Tannins, a group of bitter and astringent compounds, can be found abundantly in nature. They’re present in the wood, bark, leaves and fruit of plants as various as oak, rhubarb, tea, walnut, cranberry, cacao and grapes.
Perhaps most importantly, they’re also found in wine.
Anne Krebiehl MW (WineEnthusiast Contributing Editor) explains us in the WineEnthusiast Wine Mag what are really the Tannins?
What do tannins do?
Plants have tannins to make themselves unpalatable. Their purpose in nature is to deter animals from eating a plant’s fruit or seeds before it’s ripe.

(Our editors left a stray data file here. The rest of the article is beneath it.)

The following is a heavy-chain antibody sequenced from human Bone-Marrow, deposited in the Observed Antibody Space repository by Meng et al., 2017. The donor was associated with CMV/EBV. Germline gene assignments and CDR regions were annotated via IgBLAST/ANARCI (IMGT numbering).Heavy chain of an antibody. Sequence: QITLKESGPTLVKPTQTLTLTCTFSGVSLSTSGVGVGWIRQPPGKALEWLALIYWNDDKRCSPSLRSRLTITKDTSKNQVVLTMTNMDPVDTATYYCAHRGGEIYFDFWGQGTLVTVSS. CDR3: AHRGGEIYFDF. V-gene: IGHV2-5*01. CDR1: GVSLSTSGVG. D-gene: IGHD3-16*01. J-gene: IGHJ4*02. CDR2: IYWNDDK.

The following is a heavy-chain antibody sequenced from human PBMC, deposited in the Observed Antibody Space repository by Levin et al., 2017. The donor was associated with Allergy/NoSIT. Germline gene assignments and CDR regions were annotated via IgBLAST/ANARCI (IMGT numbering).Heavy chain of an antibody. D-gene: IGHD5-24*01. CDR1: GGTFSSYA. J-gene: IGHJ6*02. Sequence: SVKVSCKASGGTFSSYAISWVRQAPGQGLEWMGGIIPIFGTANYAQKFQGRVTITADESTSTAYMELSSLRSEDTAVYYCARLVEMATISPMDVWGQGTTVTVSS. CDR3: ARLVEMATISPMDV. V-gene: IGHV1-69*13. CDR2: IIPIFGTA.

Tannins are responsible for that astringent, mouth-coating feeling you get from biting into an unripe pear or plum. Humans have used tannins from various tree barks for a long time to tan animal hides and make leather.
Some foods are also prized for their tannins. Their bitterness and astringency, when managed well, can be rather pleasant. Examples include tea, coffee, dark chocolate and, of course, wine.
< Grape skins and residue, also known as pomace, being tipped out of a winery’s stainless steel barrel after the juice has been extracted.
Illustrations - Matthew Dimas / Photos - Getty